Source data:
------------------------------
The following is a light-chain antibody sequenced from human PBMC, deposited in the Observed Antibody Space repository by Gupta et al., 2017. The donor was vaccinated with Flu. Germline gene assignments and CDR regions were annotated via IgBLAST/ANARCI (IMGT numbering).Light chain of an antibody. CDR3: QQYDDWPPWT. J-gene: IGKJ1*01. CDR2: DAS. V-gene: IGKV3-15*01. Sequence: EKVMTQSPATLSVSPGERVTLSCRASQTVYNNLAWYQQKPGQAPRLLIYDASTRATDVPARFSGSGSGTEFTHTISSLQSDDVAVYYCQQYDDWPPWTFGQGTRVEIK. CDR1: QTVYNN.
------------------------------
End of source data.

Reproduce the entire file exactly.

The following is a light-chain antibody sequenced from human PBMC, deposited in the Observed Antibody Space repository by Gupta et al., 2017. The donor was vaccinated with Flu. Germline gene assignments and CDR regions were annotated via IgBLAST/ANARCI (IMGT numbering).Light chain of an antibody. CDR3: QQYDDWPPWT. J-gene: IGKJ1*01. CDR2: DAS. V-gene: IGKV3-15*01. Sequence: EKVMTQSPATLSVSPGERVTLSCRASQTVYNNLAWYQQKPGQAPRLLIYDASTRATDVPARFSGSGSGTEFTHTISSLQSDDVAVYYCQQYDDWPPWTFGQGTRVEIK. CDR1: QTVYNN.